Lexical–Semantic Organization in Children With Specific Language Impairment PurposeTo determine whether children with specific language impairment (SLI) show deficits in lexical–semantic organization and, if so, whether these deficits are commensurate with their delay in vocabulary size and whether the deficits affect all children with SLI.MethodFourteen children with SLI, 14 age matches (AM), and 14 expressive vocabulary matches (VM) ... Article
Article  |   February 01, 2010
Lexical–Semantic Organization in Children With Specific Language Impairment
 
Author Affiliations & Notes
  • Li Sheng
    University of Iowa, Iowa City, and University of Texas–Austin
  • Karla K. McGregor
    University of Iowa, Iowa City, and University of Texas–Austin
  • Contact author: Li Sheng, Department of Communication Sciences and Disorders, University of Texas–Austin, One University Station A1100, Austin, TX 78712. E-mail: li.sheng@mail.utexas.edu.
Article Information
Language Disorders / Specific Language Impairment / Language
Article   |   February 01, 2010
Lexical–Semantic Organization in Children With Specific Language Impairment
Journal of Speech, Language, and Hearing Research, February 2010, Vol. 53, 146-159. doi:10.1044/1092-4388(2009/08-0160)
History: Received July 31, 2008 , Accepted April 14, 2009
 
Journal of Speech, Language, and Hearing Research, February 2010, Vol. 53, 146-159. doi:10.1044/1092-4388(2009/08-0160)
History: Received July 31, 2008; Accepted April 14, 2009
Web of Science® Times Cited: 58

PurposeTo determine whether children with specific language impairment (SLI) show deficits in lexical–semantic organization and, if so, whether these deficits are commensurate with their delay in vocabulary size and whether the deficits affect all children with SLI.

MethodFourteen children with SLI, 14 age matches (AM), and 14 expressive vocabulary matches (VM) generated 3 associations to each of 48 words. Associations were coded as semantic (e.g., dogpet), clang (e.g., cowhow), or erroneous (e.g., spoonDisney).

ResultsRelative to the AM children, children with SLI produced fewer semantic responses, more clangs, and more errors. Relative to the VM children, fewer semantic responses and more errors in the children with SLI were found in by-item analyses. Across elicitation trials, semantic responses decreased in the AM and VM children but remained stable in the SLI children. Examination of individual performance in the SLI group revealed that poor semantic performance was associated with a deficit in expressive vocabulary and a gap between receptive and expressive vocabularies.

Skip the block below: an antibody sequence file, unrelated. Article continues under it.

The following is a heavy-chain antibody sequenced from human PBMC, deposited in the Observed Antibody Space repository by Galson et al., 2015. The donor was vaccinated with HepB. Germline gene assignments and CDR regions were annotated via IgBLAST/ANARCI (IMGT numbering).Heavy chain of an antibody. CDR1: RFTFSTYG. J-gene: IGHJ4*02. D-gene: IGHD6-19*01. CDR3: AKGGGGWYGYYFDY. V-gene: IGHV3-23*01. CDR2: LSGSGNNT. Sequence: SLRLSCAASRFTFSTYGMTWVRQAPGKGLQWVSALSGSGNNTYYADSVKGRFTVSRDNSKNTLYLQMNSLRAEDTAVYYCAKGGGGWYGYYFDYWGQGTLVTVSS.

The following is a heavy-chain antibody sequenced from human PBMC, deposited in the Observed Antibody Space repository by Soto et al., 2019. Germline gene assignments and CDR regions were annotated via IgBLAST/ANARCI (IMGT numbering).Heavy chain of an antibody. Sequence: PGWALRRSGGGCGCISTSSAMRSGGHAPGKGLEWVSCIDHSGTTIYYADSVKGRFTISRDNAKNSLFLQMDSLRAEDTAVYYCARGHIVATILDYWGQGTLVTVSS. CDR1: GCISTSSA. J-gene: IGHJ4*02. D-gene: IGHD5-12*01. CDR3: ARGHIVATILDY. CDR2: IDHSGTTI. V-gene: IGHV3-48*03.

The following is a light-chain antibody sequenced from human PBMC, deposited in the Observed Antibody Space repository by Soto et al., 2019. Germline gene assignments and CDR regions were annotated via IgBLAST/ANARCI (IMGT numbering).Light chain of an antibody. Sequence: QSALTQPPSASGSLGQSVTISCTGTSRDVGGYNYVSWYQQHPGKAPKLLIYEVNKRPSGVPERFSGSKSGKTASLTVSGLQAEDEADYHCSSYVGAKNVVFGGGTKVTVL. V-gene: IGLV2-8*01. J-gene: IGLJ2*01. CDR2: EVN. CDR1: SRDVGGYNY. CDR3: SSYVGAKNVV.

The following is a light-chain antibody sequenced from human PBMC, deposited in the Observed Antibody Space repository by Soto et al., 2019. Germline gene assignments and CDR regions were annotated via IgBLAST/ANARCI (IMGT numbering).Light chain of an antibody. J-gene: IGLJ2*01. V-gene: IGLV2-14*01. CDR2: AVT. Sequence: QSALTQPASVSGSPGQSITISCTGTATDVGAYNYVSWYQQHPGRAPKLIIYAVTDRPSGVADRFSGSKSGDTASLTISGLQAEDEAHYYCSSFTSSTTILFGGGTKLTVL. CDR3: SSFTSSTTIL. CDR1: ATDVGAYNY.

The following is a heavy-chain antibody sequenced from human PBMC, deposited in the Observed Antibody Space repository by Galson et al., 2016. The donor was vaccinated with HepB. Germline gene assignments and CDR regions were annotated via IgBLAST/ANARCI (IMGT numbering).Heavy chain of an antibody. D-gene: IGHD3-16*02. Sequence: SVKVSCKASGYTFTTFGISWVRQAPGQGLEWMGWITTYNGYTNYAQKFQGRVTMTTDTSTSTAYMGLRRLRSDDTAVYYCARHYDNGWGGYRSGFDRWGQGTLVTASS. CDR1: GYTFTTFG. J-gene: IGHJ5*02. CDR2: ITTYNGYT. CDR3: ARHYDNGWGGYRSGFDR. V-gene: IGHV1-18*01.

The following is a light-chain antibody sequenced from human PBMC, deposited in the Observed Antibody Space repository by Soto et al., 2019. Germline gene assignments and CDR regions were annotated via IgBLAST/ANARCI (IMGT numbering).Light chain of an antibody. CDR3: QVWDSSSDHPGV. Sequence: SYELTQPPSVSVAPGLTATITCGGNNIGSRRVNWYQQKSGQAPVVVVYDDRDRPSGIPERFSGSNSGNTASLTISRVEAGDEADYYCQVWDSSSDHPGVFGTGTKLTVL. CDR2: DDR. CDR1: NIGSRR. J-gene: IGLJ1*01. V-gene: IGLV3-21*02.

ConclusionsSignificant variability in lexical–semantic organization skills exists among children with SLI. Deficits in lexical–semantic organization were demonstrated by a subgroup of children with SLI who likely had concomitant word-finding difficulties.

Acknowledgments
This work was supported by National Institute on Deafness and Other Communication Disorders Grant 2 R01 DC003698-06, awarded to the second author, and was part of a doctoral dissertation for a degree requirement at Northwestern University. We wish to thank Viorica Marian and Steve Zecker for serving on the dissertation committee; Amanda Berns and Gwyneth Rost for helping with data collection; Chi Xie for programming during data analysis; Allison Bean and Tracie Machetti for reliability coding; and Ling-Yu Guo, Amanda Owen, and Vanessa Shaw for discussion at every phase of the work. We thank the children and their families who participated in this study. Portions of the data were presented at the 28th and 29th Annual Symposium on Research in Child Language Disorders in Madison, WI.
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